Mayor Bill de Blasio traveled to Albany Wednesday to urge state lawmakers to renewal the 2002 state policy giving him control over the city’s schools for another seven years, though Republicans have expressed concerns about such a long extension.
Mayoral control of the city’s schools is set to expire June 30 if lawmakers do not act to renew it. Last year, at the behest of Senate Republicans, the Legislature extended the policy for only one year.
De Blasio offered a long list of statistics that he said shows local control has led to better student performance and greater efficiency. The Democratic mayor noted that previous mayors from both parties have supported the idea.
“When you’ve got a graduation rate of over 70 percent for the first time in New York City history, when test scores are going up … these are real indicators of tangible progress for our kids and their parents,” he told reporters following a closed-door meeting with lawmakers.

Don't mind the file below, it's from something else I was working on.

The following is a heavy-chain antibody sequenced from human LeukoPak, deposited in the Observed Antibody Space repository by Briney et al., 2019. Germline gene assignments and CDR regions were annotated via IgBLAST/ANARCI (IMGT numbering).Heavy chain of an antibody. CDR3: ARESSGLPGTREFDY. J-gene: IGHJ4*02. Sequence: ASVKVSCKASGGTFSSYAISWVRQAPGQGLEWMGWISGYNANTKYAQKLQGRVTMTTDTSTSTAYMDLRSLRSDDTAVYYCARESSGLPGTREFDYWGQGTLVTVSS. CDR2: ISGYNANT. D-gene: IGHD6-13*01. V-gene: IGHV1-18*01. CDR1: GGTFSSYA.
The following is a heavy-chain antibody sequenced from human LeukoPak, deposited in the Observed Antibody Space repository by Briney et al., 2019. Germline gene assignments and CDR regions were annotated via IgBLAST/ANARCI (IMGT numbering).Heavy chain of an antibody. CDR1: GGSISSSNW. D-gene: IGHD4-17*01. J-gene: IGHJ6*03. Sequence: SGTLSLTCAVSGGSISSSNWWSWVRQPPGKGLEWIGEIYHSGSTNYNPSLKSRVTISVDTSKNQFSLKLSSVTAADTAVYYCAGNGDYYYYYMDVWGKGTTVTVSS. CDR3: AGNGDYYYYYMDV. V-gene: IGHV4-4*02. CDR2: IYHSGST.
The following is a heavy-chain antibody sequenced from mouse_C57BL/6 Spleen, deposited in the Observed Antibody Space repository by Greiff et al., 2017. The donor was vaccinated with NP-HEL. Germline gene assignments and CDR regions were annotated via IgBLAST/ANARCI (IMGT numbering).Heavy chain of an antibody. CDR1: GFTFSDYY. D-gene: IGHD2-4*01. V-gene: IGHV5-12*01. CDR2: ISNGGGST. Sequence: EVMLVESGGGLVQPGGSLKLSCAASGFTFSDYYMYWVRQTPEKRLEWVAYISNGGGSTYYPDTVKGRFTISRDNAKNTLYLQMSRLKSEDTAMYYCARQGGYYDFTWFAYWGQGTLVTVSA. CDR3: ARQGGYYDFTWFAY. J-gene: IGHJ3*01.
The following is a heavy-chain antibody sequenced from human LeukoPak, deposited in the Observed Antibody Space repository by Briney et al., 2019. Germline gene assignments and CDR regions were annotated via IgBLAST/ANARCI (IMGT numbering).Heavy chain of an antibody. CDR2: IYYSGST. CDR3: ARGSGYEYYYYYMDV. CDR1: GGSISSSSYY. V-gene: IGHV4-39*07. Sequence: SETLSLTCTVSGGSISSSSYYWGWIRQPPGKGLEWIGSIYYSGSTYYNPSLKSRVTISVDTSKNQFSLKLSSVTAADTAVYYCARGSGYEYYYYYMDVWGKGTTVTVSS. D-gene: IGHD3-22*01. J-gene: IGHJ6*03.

Senate Republicans said state officials wouldn’t be doing their job if they simply rubberstamp a long extension.
“We’re here to see how it’s working,” said Sen. Carl Marcellino (R-Long Island).
Legislation to extend the policy for some period of time is expected to pass before lawmakers adjourn next month.
De Blasio’s request for a long extension could face greater challenges with the Senate’s GOP leaders following news that prosecutors are investigating an effort he helped organize in 2014 to raise campaign money for Democratic state Senate candidates.
The investigation was referenced by Sen. Terrence Murphy, a Westchester County Republican, during a back-and-forth with de Blasio during a meeting of the Senate Education Committee.
“Convince me why I should vote for mayoral control, with all the allegations that are going on in your office and your administration?” Murphy asked.
De Blasio responded by saying lawmakers should support the policy because of the evidence that it’s working.